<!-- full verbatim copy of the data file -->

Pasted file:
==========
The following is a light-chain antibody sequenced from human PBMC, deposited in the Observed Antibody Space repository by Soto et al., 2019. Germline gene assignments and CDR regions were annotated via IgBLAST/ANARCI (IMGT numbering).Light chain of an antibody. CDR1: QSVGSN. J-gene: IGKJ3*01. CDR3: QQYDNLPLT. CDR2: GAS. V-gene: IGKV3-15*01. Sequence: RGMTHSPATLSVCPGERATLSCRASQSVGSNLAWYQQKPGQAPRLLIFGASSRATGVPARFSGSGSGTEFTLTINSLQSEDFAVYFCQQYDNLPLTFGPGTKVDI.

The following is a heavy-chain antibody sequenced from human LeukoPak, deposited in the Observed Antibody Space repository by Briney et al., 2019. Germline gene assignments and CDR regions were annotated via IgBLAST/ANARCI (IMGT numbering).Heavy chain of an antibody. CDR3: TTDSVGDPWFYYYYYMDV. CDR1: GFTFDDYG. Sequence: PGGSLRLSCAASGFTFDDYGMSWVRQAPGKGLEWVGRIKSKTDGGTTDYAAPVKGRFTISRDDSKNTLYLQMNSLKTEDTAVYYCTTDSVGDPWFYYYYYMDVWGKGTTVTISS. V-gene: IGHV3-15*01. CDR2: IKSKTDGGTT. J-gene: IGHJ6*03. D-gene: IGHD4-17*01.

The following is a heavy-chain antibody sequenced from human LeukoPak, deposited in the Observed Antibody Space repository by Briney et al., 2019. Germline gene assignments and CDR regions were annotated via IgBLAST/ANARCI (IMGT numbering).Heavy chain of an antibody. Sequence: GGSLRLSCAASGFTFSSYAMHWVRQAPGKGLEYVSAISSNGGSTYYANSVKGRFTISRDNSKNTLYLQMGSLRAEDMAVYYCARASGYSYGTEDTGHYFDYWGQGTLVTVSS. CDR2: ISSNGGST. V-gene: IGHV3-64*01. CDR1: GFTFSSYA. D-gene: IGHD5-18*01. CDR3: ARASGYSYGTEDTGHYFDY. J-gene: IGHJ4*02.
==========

The following is a light-chain antibody sequenced from human PBMC, deposited in the Observed Antibody Space repository by Soto et al., 2019. Germline gene assignments and CDR regions were annotated via IgBLAST/ANARCI (IMGT numbering).Light chain of an antibody. CDR1: QSVGSN. J-gene: IGKJ3*01. CDR3: QQYDNLPLT. CDR2: GAS. V-gene: IGKV3-15*01. Sequence: RGMTHSPATLSVCPGERATLSCRASQSVGSNLAWYQQKPGQAPRLLIFGASSRATGVPARFSGSGSGTEFTLTINSLQSEDFAVYFCQQYDNLPLTFGPGTKVDI.

The following is a heavy-chain antibody sequenced from human LeukoPak, deposited in the Observed Antibody Space repository by Briney et al., 2019. Germline gene assignments and CDR regions were annotated via IgBLAST/ANARCI (IMGT numbering).Heavy chain of an antibody. CDR3: TTDSVGDPWFYYYYYMDV. CDR1: GFTFDDYG. Sequence: PGGSLRLSCAASGFTFDDYGMSWVRQAPGKGLEWVGRIKSKTDGGTTDYAAPVKGRFTISRDDSKNTLYLQMNSLKTEDTAVYYCTTDSVGDPWFYYYYYMDVWGKGTTVTISS. V-gene: IGHV3-15*01. CDR2: IKSKTDGGTT. J-gene: IGHJ6*03. D-gene: IGHD4-17*01.

The following is a heavy-chain antibody sequenced from human LeukoPak, deposited in the Observed Antibody Space repository by Briney et al., 2019. Germline gene assignments and CDR regions were annotated via IgBLAST/ANARCI (IMGT numbering).Heavy chain of an antibody. Sequence: GGSLRLSCAASGFTFSSYAMHWVRQAPGKGLEYVSAISSNGGSTYYANSVKGRFTISRDNSKNTLYLQMGSLRAEDMAVYYCARASGYSYGTEDTGHYFDYWGQGTLVTVSS. CDR2: ISSNGGST. V-gene: IGHV3-64*01. CDR1: GFTFSSYA. D-gene: IGHD5-18*01. CDR3: ARASGYSYGTEDTGHYFDY. J-gene: IGHJ4*02.